hold this country, pouring out, its blood like water
—see it clothed in mourning^—her children march
ing barefoot over the frozen ground, leaving their
bloody testimonials on every foot of it they tra
versed ; nay, marching by hundreds naked into
battle, and all for this one principle!
See France Tent assunder, her streets flowing
blood, and the loud beat of the alarm drum and the
steady peal of the tocsin, and the heavy roll of the
tumbrils, going to and from the scaffold—the only
music of Paris for years—and millions of men sac
rificed; and yet this principle, in some form or
other, lying at the bottom of it all. Deceived as
the fierce actors'in this tragedy may have been, and
diverted, though the thought, for. a while, might
have been to personal safety or personal aggrandize
ment, yet the spell-words by which the storm was
directed were u freedom, equal rights." Look at
Europe, while the great Napoleon drama was per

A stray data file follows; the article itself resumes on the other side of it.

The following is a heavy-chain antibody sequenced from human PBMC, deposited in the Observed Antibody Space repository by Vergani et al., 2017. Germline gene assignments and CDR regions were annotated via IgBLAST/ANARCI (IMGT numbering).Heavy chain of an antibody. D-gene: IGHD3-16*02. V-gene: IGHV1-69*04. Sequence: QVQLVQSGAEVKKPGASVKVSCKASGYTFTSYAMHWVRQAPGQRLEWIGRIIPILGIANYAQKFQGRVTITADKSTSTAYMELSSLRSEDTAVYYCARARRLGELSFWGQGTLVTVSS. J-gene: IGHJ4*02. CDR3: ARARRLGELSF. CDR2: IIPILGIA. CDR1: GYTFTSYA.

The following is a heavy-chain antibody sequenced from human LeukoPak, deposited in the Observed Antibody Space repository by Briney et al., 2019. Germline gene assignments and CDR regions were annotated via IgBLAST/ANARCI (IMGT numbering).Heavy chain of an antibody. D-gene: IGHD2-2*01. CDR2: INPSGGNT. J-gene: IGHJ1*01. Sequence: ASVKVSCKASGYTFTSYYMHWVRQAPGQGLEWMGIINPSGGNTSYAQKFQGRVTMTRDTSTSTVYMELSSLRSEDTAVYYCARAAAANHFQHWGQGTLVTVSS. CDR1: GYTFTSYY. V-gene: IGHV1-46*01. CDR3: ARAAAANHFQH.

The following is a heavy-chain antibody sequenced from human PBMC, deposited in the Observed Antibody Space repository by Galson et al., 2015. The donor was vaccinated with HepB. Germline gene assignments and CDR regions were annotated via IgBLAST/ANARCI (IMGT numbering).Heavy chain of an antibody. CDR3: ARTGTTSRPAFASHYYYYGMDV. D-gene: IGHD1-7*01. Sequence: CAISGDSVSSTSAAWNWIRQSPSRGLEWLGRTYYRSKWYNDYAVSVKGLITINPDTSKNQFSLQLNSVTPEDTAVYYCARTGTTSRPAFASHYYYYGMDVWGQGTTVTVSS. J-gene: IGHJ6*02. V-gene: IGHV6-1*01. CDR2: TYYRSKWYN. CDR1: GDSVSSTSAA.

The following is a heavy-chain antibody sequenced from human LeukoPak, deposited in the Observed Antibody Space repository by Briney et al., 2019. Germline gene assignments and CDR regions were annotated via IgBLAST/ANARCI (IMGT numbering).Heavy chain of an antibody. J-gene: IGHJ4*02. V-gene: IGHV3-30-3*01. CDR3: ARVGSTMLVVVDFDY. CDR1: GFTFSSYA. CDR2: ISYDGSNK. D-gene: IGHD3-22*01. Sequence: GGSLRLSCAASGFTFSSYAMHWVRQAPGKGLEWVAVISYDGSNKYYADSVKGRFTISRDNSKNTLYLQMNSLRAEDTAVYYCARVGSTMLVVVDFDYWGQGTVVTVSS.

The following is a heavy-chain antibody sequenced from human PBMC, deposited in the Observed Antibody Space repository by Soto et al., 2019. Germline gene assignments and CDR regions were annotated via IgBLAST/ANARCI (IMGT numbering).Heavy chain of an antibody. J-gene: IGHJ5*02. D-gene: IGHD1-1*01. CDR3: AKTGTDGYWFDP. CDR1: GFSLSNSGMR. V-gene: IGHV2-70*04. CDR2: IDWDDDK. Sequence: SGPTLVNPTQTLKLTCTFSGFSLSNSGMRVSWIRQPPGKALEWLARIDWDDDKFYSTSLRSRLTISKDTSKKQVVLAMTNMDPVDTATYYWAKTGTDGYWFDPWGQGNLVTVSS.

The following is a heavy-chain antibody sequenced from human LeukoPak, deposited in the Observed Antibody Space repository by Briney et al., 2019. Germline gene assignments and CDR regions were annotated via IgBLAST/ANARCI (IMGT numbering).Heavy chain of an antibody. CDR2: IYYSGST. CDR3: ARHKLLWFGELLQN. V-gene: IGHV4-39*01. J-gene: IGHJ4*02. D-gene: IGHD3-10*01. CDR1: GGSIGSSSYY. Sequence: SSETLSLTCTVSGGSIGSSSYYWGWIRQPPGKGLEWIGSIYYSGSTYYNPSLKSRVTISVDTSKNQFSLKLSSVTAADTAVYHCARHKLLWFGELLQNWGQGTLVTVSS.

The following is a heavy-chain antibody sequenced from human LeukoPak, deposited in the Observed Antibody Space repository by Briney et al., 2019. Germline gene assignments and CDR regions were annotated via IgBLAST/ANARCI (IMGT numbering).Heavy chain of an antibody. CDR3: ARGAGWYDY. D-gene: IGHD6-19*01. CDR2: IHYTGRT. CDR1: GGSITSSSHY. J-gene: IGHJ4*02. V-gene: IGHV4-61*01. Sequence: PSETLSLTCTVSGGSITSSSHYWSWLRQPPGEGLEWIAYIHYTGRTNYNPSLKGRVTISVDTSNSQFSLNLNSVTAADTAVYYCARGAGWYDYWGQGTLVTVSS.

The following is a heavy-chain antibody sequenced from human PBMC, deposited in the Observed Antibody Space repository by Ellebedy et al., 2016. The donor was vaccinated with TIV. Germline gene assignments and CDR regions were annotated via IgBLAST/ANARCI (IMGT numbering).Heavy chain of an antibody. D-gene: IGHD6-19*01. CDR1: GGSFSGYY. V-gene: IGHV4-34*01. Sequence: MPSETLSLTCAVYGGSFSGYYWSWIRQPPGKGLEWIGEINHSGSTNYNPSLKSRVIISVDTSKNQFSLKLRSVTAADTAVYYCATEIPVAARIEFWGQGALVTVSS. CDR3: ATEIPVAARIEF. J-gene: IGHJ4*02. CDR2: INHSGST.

forming—there is something more than the unrol
ling of banners and the pomp and majesty of arms.
Great deeds are wrought, and glory is the guiding
star to thousands, yet that long and fearful struggle,
notwithstanding bloody accompaniments and waste
of treasure, and loss of life, and suffering, simply
an effort to stop the progress of this one principle.
Here all the diplomacy’ and hypocrisy of Europe
are reduced to a single element—the world in amis
against equal rutkfo. France ;1 threw down the
head of a king as the guage of battle," and the con
flict was set. Cromwell’s army shouting through
the fight, and French patriots storming over en
trenchments uith republican songs in their mouths,
may be fanatical or deluded men, and cheated at
last by ambitious chieftains, bill ihe thing they
sought was no delusion.
What u terror it is able to inspire when such a
vast expenditure of life and money is made to check
its advancement. Behold the Czar of Russia, the
Emperor of Germany, the King of Prussia, and even